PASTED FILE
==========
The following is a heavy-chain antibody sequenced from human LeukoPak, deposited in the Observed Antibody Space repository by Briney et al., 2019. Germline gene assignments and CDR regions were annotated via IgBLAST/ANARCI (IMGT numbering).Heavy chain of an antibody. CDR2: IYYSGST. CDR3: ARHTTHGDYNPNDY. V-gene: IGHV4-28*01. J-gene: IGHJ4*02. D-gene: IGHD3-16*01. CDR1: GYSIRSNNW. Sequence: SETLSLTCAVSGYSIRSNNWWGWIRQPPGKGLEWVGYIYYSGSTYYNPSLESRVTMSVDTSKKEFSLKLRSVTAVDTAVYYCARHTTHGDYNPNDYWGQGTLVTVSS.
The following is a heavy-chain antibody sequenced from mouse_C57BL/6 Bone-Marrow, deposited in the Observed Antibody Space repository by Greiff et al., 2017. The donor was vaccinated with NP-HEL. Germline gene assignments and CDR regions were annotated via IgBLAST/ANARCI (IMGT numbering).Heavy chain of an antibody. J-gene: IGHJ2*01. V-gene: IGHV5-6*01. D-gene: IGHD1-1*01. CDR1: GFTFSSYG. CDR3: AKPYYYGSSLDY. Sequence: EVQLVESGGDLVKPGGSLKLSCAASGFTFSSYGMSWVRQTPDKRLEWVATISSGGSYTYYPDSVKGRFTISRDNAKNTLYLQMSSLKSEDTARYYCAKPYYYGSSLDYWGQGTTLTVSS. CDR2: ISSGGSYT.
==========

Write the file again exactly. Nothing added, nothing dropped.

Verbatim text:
The following is a heavy-chain antibody sequenced from human LeukoPak, deposited in the Observed Antibody Space repository by Briney et al., 2019. Germline gene assignments and CDR regions were annotated via IgBLAST/ANARCI (IMGT numbering).Heavy chain of an antibody. CDR2: IYYSGST. CDR3: ARHTTHGDYNPNDY. V-gene: IGHV4-28*01. J-gene: IGHJ4*02. D-gene: IGHD3-16*01. CDR1: GYSIRSNNW. Sequence: SETLSLTCAVSGYSIRSNNWWGWIRQPPGKGLEWVGYIYYSGSTYYNPSLESRVTMSVDTSKKEFSLKLRSVTAVDTAVYYCARHTTHGDYNPNDYWGQGTLVTVSS.
The following is a heavy-chain antibody sequenced from mouse_C57BL/6 Bone-Marrow, deposited in the Observed Antibody Space repository by Greiff et al., 2017. The donor was vaccinated with NP-HEL. Germline gene assignments and CDR regions were annotated via IgBLAST/ANARCI (IMGT numbering).Heavy chain of an antibody. J-gene: IGHJ2*01. V-gene: IGHV5-6*01. D-gene: IGHD1-1*01. CDR1: GFTFSSYG. CDR3: AKPYYYGSSLDY. Sequence: EVQLVESGGDLVKPGGSLKLSCAASGFTFSSYGMSWVRQTPDKRLEWVATISSGGSYTYYPDSVKGRFTISRDNAKNTLYLQMSSLKSEDTARYYCAKPYYYGSSLDYWGQGTTLTVSS. CDR2: ISSGGSYT.